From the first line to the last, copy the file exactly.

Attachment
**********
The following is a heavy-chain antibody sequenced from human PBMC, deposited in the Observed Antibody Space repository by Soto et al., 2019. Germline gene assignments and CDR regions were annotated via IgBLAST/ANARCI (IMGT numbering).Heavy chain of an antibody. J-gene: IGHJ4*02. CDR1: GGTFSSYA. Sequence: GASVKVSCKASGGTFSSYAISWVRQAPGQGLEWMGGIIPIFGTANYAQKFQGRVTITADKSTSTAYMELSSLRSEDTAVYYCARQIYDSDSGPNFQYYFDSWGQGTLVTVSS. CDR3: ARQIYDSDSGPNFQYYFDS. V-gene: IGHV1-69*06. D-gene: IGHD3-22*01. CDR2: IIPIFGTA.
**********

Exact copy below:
The following is a heavy-chain antibody sequenced from human PBMC, deposited in the Observed Antibody Space repository by Soto et al., 2019. Germline gene assignments and CDR regions were annotated via IgBLAST/ANARCI (IMGT numbering).Heavy chain of an antibody. J-gene: IGHJ4*02. CDR1: GGTFSSYA. Sequence: GASVKVSCKASGGTFSSYAISWVRQAPGQGLEWMGGIIPIFGTANYAQKFQGRVTITADKSTSTAYMELSSLRSEDTAVYYCARQIYDSDSGPNFQYYFDSWGQGTLVTVSS. CDR3: ARQIYDSDSGPNFQYYFDS. V-gene: IGHV1-69*06. D-gene: IGHD3-22*01. CDR2: IIPIFGTA.